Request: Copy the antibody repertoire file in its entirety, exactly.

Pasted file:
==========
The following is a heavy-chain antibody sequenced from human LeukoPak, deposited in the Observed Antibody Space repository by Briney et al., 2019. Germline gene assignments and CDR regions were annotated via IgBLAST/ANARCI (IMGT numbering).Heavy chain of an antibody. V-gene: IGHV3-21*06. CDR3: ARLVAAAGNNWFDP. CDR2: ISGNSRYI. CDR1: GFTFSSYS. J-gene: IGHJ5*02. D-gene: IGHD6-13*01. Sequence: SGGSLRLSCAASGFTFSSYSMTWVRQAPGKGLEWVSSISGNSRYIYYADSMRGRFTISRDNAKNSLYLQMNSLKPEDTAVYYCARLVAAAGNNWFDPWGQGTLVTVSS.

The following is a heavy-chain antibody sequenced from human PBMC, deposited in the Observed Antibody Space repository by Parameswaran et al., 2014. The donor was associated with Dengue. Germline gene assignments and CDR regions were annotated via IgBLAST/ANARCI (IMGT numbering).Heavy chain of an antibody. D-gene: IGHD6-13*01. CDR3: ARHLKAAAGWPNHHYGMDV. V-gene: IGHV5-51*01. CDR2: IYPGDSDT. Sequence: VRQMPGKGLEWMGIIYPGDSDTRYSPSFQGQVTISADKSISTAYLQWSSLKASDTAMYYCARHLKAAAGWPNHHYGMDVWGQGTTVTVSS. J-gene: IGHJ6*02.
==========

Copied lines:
The following is a heavy-chain antibody sequenced from human LeukoPak, deposited in the Observed Antibody Space repository by Briney et al., 2019. Germline gene assignments and CDR regions were annotated via IgBLAST/ANARCI (IMGT numbering).Heavy chain of an antibody. V-gene: IGHV3-21*06. CDR3: ARLVAAAGNNWFDP. CDR2: ISGNSRYI. CDR1: GFTFSSYS. J-gene: IGHJ5*02. D-gene: IGHD6-13*01. Sequence: SGGSLRLSCAASGFTFSSYSMTWVRQAPGKGLEWVSSISGNSRYIYYADSMRGRFTISRDNAKNSLYLQMNSLKPEDTAVYYCARLVAAAGNNWFDPWGQGTLVTVSS.

The following is a heavy-chain antibody sequenced from human PBMC, deposited in the Observed Antibody Space repository by Parameswaran et al., 2014. The donor was associated with Dengue. Germline gene assignments and CDR regions were annotated via IgBLAST/ANARCI (IMGT numbering).Heavy chain of an antibody. D-gene: IGHD6-13*01. CDR3: ARHLKAAAGWPNHHYGMDV. V-gene: IGHV5-51*01. CDR2: IYPGDSDT. Sequence: VRQMPGKGLEWMGIIYPGDSDTRYSPSFQGQVTISADKSISTAYLQWSSLKASDTAMYYCARHLKAAAGWPNHHYGMDVWGQGTTVTVSS. J-gene: IGHJ6*02.